Let's ask OP, I'd say, and, what I am curious to know: is this Matrix-system well tested?
 
Vani Sweety
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infact when after i draw my polygon
i click on a button which allow me to enter the degree i want to rotate my image
after entering lets say 180 degree i click on a point on the panel and my rotated polygon appear instantly on the panel
instead i would like to animate this rotation
that is it shows the path that the rotated polygon has been rotated
i am unable to figure a simple way how to do that


 
Piet Souris
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Well,

you have the old middle point Mold, and you have your new middlepoint Mnew. Calculate the distance between the two. Then, decide how many "frames" you wnt to use for the animation. Then your movement "per frame" is the quotient of the two. Next, you know by how many degrees to rotate. Then, you can calculate buy how many degrees to rotate in each frame.

That number of frames determines the speed of the animation. For each frame, calculate the appropriate matrix (or use some interpolation), and redraw the lot, whether by using a Timer or by using a dedicated thread.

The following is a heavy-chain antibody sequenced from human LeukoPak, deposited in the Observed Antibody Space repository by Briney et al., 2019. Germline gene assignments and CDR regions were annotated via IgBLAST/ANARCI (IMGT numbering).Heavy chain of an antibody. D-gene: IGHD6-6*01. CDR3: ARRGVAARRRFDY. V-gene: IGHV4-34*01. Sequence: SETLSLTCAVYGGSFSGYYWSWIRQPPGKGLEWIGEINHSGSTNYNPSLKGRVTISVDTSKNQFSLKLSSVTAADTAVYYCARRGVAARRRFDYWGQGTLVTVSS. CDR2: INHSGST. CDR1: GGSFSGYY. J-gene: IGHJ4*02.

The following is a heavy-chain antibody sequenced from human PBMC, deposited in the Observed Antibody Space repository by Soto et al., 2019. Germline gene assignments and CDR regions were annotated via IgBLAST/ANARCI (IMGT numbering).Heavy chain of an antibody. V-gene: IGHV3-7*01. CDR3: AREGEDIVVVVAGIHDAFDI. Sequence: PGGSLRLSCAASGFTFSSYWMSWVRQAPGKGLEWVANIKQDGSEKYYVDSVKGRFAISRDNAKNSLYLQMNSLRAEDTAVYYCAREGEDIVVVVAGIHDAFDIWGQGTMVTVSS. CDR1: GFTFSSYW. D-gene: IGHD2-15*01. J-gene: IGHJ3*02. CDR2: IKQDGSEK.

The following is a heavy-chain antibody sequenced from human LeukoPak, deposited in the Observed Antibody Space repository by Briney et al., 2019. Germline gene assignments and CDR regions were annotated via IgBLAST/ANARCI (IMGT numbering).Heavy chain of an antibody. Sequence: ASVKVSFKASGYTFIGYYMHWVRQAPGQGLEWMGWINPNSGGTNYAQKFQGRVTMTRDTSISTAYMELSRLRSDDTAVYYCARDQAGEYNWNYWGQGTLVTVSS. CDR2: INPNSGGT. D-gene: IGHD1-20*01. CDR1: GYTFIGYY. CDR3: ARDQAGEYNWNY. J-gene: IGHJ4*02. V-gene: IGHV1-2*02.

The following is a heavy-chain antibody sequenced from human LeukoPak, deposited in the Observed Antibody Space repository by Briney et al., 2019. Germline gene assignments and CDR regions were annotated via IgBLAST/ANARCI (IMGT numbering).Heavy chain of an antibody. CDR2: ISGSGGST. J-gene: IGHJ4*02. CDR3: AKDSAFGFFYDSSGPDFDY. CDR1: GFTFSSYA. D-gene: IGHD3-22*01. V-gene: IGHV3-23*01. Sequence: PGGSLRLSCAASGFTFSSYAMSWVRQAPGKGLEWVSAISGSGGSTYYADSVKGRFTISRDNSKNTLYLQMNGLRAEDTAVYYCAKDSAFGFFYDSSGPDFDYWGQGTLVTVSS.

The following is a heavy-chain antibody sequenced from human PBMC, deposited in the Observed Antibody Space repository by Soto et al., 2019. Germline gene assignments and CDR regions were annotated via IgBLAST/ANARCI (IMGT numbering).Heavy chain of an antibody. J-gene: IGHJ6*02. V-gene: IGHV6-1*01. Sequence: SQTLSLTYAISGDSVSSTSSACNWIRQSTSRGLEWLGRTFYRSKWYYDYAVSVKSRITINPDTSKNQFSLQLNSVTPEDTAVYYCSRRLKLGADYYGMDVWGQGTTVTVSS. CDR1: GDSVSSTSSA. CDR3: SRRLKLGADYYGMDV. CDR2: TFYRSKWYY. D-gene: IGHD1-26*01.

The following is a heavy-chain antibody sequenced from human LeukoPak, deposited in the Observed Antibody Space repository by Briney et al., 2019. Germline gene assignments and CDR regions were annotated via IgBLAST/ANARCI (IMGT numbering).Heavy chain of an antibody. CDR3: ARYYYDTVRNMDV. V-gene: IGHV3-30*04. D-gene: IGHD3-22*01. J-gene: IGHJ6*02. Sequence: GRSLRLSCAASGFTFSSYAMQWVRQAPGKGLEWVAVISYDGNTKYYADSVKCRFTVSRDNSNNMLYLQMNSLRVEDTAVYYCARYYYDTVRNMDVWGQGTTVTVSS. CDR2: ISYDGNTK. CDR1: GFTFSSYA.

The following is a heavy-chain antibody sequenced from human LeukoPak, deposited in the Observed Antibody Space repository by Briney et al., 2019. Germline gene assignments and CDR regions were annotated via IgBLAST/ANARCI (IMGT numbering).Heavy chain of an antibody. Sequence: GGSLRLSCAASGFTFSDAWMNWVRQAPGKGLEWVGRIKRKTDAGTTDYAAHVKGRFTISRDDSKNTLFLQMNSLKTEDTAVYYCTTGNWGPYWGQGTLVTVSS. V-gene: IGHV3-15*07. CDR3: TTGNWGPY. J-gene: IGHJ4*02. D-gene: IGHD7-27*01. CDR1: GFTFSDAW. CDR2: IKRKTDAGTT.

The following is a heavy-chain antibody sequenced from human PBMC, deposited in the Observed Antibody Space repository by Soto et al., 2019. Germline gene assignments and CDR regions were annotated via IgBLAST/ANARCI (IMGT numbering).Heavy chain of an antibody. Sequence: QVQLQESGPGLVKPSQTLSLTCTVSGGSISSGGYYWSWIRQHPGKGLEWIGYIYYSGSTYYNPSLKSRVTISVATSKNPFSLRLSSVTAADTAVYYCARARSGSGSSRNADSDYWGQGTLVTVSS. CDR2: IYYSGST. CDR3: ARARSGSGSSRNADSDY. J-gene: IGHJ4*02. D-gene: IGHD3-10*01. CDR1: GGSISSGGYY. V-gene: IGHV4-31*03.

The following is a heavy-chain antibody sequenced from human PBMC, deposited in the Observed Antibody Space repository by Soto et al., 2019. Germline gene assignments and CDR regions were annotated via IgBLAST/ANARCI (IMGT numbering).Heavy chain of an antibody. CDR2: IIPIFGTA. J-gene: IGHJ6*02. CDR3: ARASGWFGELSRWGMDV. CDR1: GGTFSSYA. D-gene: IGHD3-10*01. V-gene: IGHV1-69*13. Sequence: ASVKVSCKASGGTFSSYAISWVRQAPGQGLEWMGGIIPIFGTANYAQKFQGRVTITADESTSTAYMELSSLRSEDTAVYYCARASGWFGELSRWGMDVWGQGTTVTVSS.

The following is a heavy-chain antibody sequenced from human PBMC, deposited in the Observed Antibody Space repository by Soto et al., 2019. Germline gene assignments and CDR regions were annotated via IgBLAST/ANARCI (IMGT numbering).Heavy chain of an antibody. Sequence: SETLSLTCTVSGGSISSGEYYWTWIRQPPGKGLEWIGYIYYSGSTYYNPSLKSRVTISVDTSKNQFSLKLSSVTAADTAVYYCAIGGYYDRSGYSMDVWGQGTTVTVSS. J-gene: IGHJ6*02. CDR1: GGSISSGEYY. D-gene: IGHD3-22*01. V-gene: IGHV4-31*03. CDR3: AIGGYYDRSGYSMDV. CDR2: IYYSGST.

The necessary calculations can be done either in the actionlistener, or in some update method, or even in a separate thread.
 
Campbell Ritchie
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Piet Souris wrote:. . . you have the old middle point Mold, . . .
There is nothing like choosing good variable names, and that is nothing like a good variable name.
The necessary calculations can be done either in the actionlistener, or in some update method, or even in a separate thread.
If you use a separate thread make sure you have an object which can handle that separate thread. Look in the Java™ Tutorials.
 
Piet Souris
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Campbell Ritchie wrote:There is nothing like choosing good variable names, and that is nothing like a good variable name.

Hmm, I've always used 'M' to denote middle points. But are you saying that when you explain something about x and y axes, then you choose 'better' names than x and y?
 
Vani Sweety
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how do i get these Mold values and Mnew values
and how can i create a frame about the degree of rotation
 
Vani Sweety
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and how can i create these different frames
 
Les Morgan
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You have to choose how many movements you want your rotation to take--if you choose to have it take one move, then you have what you have now. So let's say you want to have the rotation happen over 5 moves and you want to rotate 15 degrees, that means you rotate 3 degrees on each frame of your animation--angular velocity is 3 degrees per cycle. So over the next 5 moves you need to rotate 3 degrees... That means you have to render an image to the screen or to a separate image and draw it to the screen once an animation cycle for 5 cycles--in this specific example.